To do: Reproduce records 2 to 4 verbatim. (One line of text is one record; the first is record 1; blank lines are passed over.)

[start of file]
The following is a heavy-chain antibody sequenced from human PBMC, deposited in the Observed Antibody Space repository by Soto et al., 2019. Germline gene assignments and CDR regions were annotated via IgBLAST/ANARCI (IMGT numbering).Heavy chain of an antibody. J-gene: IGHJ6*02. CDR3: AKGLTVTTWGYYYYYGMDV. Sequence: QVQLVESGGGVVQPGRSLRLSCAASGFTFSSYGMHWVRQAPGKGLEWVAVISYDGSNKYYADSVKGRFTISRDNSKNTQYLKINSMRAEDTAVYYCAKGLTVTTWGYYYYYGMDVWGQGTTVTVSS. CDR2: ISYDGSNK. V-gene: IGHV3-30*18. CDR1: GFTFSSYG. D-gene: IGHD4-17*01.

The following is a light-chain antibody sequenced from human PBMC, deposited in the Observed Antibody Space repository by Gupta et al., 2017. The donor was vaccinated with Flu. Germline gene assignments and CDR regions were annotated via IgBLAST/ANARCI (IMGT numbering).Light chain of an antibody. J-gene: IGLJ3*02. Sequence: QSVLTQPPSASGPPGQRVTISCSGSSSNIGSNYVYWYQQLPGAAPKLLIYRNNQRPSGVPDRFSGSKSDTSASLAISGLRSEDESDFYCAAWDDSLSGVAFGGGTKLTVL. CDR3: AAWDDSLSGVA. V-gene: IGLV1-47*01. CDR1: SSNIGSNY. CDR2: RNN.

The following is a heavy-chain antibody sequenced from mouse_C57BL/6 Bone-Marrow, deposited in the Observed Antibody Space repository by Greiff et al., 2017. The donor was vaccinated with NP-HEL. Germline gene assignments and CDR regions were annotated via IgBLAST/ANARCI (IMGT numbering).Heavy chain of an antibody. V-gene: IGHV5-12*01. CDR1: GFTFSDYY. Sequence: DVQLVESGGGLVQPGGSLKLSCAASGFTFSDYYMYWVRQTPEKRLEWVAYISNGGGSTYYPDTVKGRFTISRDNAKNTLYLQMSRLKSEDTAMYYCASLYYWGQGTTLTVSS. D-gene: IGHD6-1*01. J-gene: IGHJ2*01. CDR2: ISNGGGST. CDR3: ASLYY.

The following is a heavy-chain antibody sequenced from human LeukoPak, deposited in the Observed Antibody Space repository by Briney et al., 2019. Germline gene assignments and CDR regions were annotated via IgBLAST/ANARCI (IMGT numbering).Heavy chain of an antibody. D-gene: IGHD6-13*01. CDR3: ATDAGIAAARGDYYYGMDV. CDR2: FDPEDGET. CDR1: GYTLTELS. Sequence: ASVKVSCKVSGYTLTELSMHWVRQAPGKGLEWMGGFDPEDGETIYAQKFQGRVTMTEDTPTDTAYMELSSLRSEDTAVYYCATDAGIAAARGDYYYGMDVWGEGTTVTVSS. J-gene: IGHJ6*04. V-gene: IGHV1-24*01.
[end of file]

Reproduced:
The following is a light-chain antibody sequenced from human PBMC, deposited in the Observed Antibody Space repository by Gupta et al., 2017. The donor was vaccinated with Flu. Germline gene assignments and CDR regions were annotated via IgBLAST/ANARCI (IMGT numbering).Light chain of an antibody. J-gene: IGLJ3*02. Sequence: QSVLTQPPSASGPPGQRVTISCSGSSSNIGSNYVYWYQQLPGAAPKLLIYRNNQRPSGVPDRFSGSKSDTSASLAISGLRSEDESDFYCAAWDDSLSGVAFGGGTKLTVL. CDR3: AAWDDSLSGVA. V-gene: IGLV1-47*01. CDR1: SSNIGSNY. CDR2: RNN.

The following is a heavy-chain antibody sequenced from mouse_C57BL/6 Bone-Marrow, deposited in the Observed Antibody Space repository by Greiff et al., 2017. The donor was vaccinated with NP-HEL. Germline gene assignments and CDR regions were annotated via IgBLAST/ANARCI (IMGT numbering).Heavy chain of an antibody. V-gene: IGHV5-12*01. CDR1: GFTFSDYY. Sequence: DVQLVESGGGLVQPGGSLKLSCAASGFTFSDYYMYWVRQTPEKRLEWVAYISNGGGSTYYPDTVKGRFTISRDNAKNTLYLQMSRLKSEDTAMYYCASLYYWGQGTTLTVSS. D-gene: IGHD6-1*01. J-gene: IGHJ2*01. CDR2: ISNGGGST. CDR3: ASLYY.

The following is a heavy-chain antibody sequenced from human LeukoPak, deposited in the Observed Antibody Space repository by Briney et al., 2019. Germline gene assignments and CDR regions were annotated via IgBLAST/ANARCI (IMGT numbering).Heavy chain of an antibody. D-gene: IGHD6-13*01. CDR3: ATDAGIAAARGDYYYGMDV. CDR2: FDPEDGET. CDR1: GYTLTELS. Sequence: ASVKVSCKVSGYTLTELSMHWVRQAPGKGLEWMGGFDPEDGETIYAQKFQGRVTMTEDTPTDTAYMELSSLRSEDTAVYYCATDAGIAAARGDYYYGMDVWGEGTTVTVSS. J-gene: IGHJ6*04. V-gene: IGHV1-24*01.